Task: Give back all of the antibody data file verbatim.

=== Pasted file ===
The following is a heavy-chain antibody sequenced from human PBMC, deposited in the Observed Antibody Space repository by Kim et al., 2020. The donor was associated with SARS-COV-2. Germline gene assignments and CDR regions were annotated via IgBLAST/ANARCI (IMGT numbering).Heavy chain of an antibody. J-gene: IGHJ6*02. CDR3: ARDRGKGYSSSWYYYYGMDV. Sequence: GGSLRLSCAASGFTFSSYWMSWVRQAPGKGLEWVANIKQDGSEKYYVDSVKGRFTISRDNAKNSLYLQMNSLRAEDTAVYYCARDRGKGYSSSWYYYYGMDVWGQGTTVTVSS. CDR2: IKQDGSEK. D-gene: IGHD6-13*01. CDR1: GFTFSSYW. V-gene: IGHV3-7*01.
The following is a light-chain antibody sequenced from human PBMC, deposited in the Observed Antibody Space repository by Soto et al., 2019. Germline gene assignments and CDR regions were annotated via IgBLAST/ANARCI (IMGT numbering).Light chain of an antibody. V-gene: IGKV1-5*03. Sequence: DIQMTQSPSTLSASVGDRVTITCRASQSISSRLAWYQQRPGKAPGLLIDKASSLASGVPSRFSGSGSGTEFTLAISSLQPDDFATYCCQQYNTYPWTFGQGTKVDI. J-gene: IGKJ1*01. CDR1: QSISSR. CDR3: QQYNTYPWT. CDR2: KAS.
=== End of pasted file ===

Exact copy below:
The following is a heavy-chain antibody sequenced from human PBMC, deposited in the Observed Antibody Space repository by Kim et al., 2020. The donor was associated with SARS-COV-2. Germline gene assignments and CDR regions were annotated via IgBLAST/ANARCI (IMGT numbering).Heavy chain of an antibody. J-gene: IGHJ6*02. CDR3: ARDRGKGYSSSWYYYYGMDV. Sequence: GGSLRLSCAASGFTFSSYWMSWVRQAPGKGLEWVANIKQDGSEKYYVDSVKGRFTISRDNAKNSLYLQMNSLRAEDTAVYYCARDRGKGYSSSWYYYYGMDVWGQGTTVTVSS. CDR2: IKQDGSEK. D-gene: IGHD6-13*01. CDR1: GFTFSSYW. V-gene: IGHV3-7*01.
The following is a light-chain antibody sequenced from human PBMC, deposited in the Observed Antibody Space repository by Soto et al., 2019. Germline gene assignments and CDR regions were annotated via IgBLAST/ANARCI (IMGT numbering).Light chain of an antibody. V-gene: IGKV1-5*03. Sequence: DIQMTQSPSTLSASVGDRVTITCRASQSISSRLAWYQQRPGKAPGLLIDKASSLASGVPSRFSGSGSGTEFTLAISSLQPDDFATYCCQQYNTYPWTFGQGTKVDI. J-gene: IGKJ1*01. CDR1: QSISSR. CDR3: QQYNTYPWT. CDR2: KAS.